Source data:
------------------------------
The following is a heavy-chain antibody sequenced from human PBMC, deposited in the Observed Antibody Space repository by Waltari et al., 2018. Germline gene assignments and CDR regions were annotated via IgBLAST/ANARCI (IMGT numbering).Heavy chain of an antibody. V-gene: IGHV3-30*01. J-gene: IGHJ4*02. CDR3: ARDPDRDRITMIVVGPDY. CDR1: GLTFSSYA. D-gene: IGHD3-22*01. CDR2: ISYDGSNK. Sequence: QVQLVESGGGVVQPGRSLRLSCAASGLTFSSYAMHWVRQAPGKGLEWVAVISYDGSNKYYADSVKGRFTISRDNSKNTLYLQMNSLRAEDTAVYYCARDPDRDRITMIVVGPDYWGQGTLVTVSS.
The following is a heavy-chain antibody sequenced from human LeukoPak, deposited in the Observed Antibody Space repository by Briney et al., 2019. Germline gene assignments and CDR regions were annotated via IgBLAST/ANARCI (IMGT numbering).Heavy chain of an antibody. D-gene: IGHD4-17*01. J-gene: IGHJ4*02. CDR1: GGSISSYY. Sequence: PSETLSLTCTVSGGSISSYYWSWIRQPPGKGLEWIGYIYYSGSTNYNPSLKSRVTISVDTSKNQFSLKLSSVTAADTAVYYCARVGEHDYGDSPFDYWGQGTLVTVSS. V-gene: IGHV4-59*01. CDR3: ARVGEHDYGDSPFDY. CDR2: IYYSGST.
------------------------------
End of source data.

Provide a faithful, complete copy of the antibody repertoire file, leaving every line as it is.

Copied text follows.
The following is a heavy-chain antibody sequenced from human PBMC, deposited in the Observed Antibody Space repository by Waltari et al., 2018. Germline gene assignments and CDR regions were annotated via IgBLAST/ANARCI (IMGT numbering).Heavy chain of an antibody. V-gene: IGHV3-30*01. J-gene: IGHJ4*02. CDR3: ARDPDRDRITMIVVGPDY. CDR1: GLTFSSYA. D-gene: IGHD3-22*01. CDR2: ISYDGSNK. Sequence: QVQLVESGGGVVQPGRSLRLSCAASGLTFSSYAMHWVRQAPGKGLEWVAVISYDGSNKYYADSVKGRFTISRDNSKNTLYLQMNSLRAEDTAVYYCARDPDRDRITMIVVGPDYWGQGTLVTVSS.
The following is a heavy-chain antibody sequenced from human LeukoPak, deposited in the Observed Antibody Space repository by Briney et al., 2019. Germline gene assignments and CDR regions were annotated via IgBLAST/ANARCI (IMGT numbering).Heavy chain of an antibody. D-gene: IGHD4-17*01. J-gene: IGHJ4*02. CDR1: GGSISSYY. Sequence: PSETLSLTCTVSGGSISSYYWSWIRQPPGKGLEWIGYIYYSGSTNYNPSLKSRVTISVDTSKNQFSLKLSSVTAADTAVYYCARVGEHDYGDSPFDYWGQGTLVTVSS. V-gene: IGHV4-59*01. CDR3: ARVGEHDYGDSPFDY. CDR2: IYYSGST.